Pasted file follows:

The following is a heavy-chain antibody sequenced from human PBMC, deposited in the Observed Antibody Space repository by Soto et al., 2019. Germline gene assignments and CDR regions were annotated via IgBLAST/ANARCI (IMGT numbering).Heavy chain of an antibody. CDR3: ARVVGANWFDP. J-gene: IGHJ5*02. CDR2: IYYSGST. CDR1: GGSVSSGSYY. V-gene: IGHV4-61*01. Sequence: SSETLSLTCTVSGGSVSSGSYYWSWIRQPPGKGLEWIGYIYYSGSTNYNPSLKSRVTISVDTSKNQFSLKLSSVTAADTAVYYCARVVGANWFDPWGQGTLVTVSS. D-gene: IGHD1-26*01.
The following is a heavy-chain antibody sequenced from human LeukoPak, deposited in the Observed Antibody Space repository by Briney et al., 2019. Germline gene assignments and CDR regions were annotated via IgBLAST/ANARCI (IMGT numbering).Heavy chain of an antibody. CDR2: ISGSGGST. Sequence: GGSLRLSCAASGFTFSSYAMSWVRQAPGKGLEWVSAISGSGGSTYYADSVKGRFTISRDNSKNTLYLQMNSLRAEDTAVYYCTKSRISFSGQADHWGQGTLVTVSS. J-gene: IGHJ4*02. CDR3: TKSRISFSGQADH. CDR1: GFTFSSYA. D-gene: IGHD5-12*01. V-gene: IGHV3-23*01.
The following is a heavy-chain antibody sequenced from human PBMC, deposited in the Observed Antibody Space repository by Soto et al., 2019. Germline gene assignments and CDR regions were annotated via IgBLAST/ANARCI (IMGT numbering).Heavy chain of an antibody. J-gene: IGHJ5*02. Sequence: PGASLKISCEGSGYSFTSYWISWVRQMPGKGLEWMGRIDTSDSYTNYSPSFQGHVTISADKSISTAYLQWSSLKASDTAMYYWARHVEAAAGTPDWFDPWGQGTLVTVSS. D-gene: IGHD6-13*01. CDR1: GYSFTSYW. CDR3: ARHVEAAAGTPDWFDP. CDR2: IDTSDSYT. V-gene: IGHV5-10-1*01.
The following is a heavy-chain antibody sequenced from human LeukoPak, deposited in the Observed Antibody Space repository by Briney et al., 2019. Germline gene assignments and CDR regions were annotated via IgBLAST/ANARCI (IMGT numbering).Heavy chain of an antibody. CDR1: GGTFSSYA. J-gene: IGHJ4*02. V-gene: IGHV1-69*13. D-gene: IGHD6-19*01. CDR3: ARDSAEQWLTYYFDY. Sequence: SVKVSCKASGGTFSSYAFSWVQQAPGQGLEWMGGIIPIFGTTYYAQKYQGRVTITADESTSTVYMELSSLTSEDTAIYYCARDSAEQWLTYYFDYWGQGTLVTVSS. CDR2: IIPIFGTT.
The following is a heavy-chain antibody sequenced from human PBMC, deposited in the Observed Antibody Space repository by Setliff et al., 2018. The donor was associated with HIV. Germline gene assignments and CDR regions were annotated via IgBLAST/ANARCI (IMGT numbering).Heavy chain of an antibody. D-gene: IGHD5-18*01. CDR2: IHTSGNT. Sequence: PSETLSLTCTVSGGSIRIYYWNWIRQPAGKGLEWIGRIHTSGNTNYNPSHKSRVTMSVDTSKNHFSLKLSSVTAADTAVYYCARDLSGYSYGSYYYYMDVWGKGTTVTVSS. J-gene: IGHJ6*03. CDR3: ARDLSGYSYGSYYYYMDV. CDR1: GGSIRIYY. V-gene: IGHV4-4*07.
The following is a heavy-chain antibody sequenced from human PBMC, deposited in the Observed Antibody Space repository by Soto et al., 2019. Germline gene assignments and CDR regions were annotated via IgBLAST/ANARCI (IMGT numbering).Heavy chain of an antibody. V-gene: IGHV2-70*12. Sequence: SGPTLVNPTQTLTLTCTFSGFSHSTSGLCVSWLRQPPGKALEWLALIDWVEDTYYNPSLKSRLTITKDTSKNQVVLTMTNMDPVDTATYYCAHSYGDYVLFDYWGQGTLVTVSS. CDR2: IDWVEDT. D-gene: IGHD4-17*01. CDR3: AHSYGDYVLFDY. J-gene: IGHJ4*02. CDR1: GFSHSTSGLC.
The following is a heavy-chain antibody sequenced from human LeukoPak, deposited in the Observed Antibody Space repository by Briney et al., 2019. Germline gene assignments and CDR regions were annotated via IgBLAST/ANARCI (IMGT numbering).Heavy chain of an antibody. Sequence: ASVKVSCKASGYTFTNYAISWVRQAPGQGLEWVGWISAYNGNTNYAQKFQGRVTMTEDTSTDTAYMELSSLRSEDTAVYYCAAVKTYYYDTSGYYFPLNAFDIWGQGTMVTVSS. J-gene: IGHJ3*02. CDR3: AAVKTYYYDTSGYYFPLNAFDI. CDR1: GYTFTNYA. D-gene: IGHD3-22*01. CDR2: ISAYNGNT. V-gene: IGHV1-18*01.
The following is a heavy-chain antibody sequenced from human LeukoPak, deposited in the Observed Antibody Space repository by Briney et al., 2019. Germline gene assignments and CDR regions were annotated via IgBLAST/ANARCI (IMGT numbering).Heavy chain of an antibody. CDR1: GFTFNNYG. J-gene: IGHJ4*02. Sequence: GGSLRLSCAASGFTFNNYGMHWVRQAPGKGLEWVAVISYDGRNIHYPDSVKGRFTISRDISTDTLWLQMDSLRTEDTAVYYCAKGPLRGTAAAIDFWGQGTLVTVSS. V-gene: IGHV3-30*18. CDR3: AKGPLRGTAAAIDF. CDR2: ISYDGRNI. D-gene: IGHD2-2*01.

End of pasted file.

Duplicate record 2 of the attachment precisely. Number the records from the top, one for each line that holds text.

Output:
The following is a heavy-chain antibody sequenced from human LeukoPak, deposited in the Observed Antibody Space repository by Briney et al., 2019. Germline gene assignments and CDR regions were annotated via IgBLAST/ANARCI (IMGT numbering).Heavy chain of an antibody. CDR2: ISGSGGST. Sequence: GGSLRLSCAASGFTFSSYAMSWVRQAPGKGLEWVSAISGSGGSTYYADSVKGRFTISRDNSKNTLYLQMNSLRAEDTAVYYCTKSRISFSGQADHWGQGTLVTVSS. J-gene: IGHJ4*02. CDR3: TKSRISFSGQADH. CDR1: GFTFSSYA. D-gene: IGHD5-12*01. V-gene: IGHV3-23*01.